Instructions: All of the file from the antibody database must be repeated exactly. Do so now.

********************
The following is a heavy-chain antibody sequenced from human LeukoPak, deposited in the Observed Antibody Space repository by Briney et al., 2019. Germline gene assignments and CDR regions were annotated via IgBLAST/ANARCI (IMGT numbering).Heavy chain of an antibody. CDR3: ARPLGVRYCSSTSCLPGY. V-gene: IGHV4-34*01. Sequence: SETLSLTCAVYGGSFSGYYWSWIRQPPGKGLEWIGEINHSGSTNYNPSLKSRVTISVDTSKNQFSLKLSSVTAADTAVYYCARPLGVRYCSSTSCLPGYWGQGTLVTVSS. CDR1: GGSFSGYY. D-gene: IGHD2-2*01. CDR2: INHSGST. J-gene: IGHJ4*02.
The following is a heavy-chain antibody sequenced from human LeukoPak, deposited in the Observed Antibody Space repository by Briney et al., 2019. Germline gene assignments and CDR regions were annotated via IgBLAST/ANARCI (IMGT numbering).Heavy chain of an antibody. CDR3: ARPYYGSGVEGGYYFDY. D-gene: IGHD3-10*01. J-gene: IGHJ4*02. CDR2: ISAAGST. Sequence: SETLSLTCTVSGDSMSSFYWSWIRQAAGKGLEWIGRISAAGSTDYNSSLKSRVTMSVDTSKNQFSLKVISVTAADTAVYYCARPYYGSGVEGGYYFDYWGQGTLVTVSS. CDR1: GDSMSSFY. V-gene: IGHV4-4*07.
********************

The following is a heavy-chain antibody sequenced from human LeukoPak, deposited in the Observed Antibody Space repository by Briney et al., 2019. Germline gene assignments and CDR regions were annotated via IgBLAST/ANARCI (IMGT numbering).Heavy chain of an antibody. CDR3: ARPLGVRYCSSTSCLPGY. V-gene: IGHV4-34*01. Sequence: SETLSLTCAVYGGSFSGYYWSWIRQPPGKGLEWIGEINHSGSTNYNPSLKSRVTISVDTSKNQFSLKLSSVTAADTAVYYCARPLGVRYCSSTSCLPGYWGQGTLVTVSS. CDR1: GGSFSGYY. D-gene: IGHD2-2*01. CDR2: INHSGST. J-gene: IGHJ4*02.
The following is a heavy-chain antibody sequenced from human LeukoPak, deposited in the Observed Antibody Space repository by Briney et al., 2019. Germline gene assignments and CDR regions were annotated via IgBLAST/ANARCI (IMGT numbering).Heavy chain of an antibody. CDR3: ARPYYGSGVEGGYYFDY. D-gene: IGHD3-10*01. J-gene: IGHJ4*02. CDR2: ISAAGST. Sequence: SETLSLTCTVSGDSMSSFYWSWIRQAAGKGLEWIGRISAAGSTDYNSSLKSRVTMSVDTSKNQFSLKVISVTAADTAVYYCARPYYGSGVEGGYYFDYWGQGTLVTVSS. CDR1: GDSMSSFY. V-gene: IGHV4-4*07.